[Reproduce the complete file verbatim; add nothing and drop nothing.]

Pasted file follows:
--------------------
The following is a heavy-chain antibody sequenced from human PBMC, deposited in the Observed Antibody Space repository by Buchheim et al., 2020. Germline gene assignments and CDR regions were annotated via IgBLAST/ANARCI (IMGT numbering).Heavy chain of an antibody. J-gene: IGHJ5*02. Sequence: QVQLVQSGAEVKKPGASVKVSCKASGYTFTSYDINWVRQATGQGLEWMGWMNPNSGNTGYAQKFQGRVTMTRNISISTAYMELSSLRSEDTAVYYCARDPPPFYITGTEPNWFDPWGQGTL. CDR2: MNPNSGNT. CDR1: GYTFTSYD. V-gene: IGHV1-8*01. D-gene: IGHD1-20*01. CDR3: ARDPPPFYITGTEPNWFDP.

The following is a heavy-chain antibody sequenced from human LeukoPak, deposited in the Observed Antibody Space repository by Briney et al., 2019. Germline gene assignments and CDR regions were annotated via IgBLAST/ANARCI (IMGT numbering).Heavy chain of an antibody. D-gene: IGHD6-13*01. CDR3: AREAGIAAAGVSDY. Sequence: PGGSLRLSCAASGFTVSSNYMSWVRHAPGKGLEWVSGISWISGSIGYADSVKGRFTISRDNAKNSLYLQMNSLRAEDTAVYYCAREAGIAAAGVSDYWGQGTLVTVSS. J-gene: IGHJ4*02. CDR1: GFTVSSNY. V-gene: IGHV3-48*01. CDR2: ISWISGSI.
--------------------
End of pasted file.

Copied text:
The following is a heavy-chain antibody sequenced from human PBMC, deposited in the Observed Antibody Space repository by Buchheim et al., 2020. Germline gene assignments and CDR regions were annotated via IgBLAST/ANARCI (IMGT numbering).Heavy chain of an antibody. J-gene: IGHJ5*02. Sequence: QVQLVQSGAEVKKPGASVKVSCKASGYTFTSYDINWVRQATGQGLEWMGWMNPNSGNTGYAQKFQGRVTMTRNISISTAYMELSSLRSEDTAVYYCARDPPPFYITGTEPNWFDPWGQGTL. CDR2: MNPNSGNT. CDR1: GYTFTSYD. V-gene: IGHV1-8*01. D-gene: IGHD1-20*01. CDR3: ARDPPPFYITGTEPNWFDP.

The following is a heavy-chain antibody sequenced from human LeukoPak, deposited in the Observed Antibody Space repository by Briney et al., 2019. Germline gene assignments and CDR regions were annotated via IgBLAST/ANARCI (IMGT numbering).Heavy chain of an antibody. D-gene: IGHD6-13*01. CDR3: AREAGIAAAGVSDY. Sequence: PGGSLRLSCAASGFTVSSNYMSWVRHAPGKGLEWVSGISWISGSIGYADSVKGRFTISRDNAKNSLYLQMNSLRAEDTAVYYCAREAGIAAAGVSDYWGQGTLVTVSS. J-gene: IGHJ4*02. CDR1: GFTVSSNY. V-gene: IGHV3-48*01. CDR2: ISWISGSI.